Disabled Aesthetics of Charles Baudelaire and Lu Xun's Prose Poetry

Open Access
Geng, Zhe
Area of Honors:
Bachelor of Arts
Document Type:
Thesis Supervisors:
  • Janet Wynne Lyon, Thesis Supervisor
  • Lisa Ruth Sternlieb, Honors Advisor
  • disability theory
  • prose poetry
  • Baudelaire
  • Lu Xun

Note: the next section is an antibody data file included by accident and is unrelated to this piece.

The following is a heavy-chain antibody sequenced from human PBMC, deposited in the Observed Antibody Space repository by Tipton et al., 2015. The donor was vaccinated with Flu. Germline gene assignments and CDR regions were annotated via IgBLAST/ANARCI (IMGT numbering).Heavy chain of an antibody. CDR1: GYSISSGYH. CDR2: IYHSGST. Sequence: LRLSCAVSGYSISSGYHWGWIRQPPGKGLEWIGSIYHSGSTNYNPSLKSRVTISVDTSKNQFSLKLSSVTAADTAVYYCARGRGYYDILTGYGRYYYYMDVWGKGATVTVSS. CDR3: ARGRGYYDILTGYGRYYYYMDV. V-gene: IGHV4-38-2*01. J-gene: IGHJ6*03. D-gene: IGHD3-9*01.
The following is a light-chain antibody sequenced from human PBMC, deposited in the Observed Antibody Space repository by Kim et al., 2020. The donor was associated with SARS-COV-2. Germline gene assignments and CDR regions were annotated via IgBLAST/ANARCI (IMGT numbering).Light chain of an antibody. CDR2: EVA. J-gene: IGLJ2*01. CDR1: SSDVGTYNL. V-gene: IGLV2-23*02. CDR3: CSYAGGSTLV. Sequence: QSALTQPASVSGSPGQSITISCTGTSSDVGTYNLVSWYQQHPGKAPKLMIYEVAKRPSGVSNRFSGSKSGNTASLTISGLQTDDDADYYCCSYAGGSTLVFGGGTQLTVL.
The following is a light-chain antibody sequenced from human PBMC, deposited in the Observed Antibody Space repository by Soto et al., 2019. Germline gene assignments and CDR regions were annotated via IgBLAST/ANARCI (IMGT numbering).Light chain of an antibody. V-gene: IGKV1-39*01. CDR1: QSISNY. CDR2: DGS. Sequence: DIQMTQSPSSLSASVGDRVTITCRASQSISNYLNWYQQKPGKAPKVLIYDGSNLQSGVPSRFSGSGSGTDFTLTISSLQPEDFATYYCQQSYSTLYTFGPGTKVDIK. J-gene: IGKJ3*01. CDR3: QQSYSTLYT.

This thesis analyzes Charles Baudelaire's collection of prose poems, The Spleen of Paris (1869) and Lu Xun's collection of prose poems, Wild Grass (1927) in a pendant, or counterpart relationship while incorporating disability theory into the study. The pendant, defined as “two objects d’art approximately alike, destined to appear together as a corresponding relation” envisions a model of reading both works in light of the other. The Spleen of Paris and Wild Grass were the considered among the first collections of prose poetry in their respective countries (France and China). When read together, these two texts work together to outline an aesthetic that overturns conventional poetic ideals; they celebrate the fragmented and the marginalized through their unconventional form and contents. In the preface to The Spleen of Paris, Baudelaire invites the reader to fragment and reorder the sequential fabric of his work. I take up this invitation and conjoin poems from both collections to create new ways of understanding these textual relationships.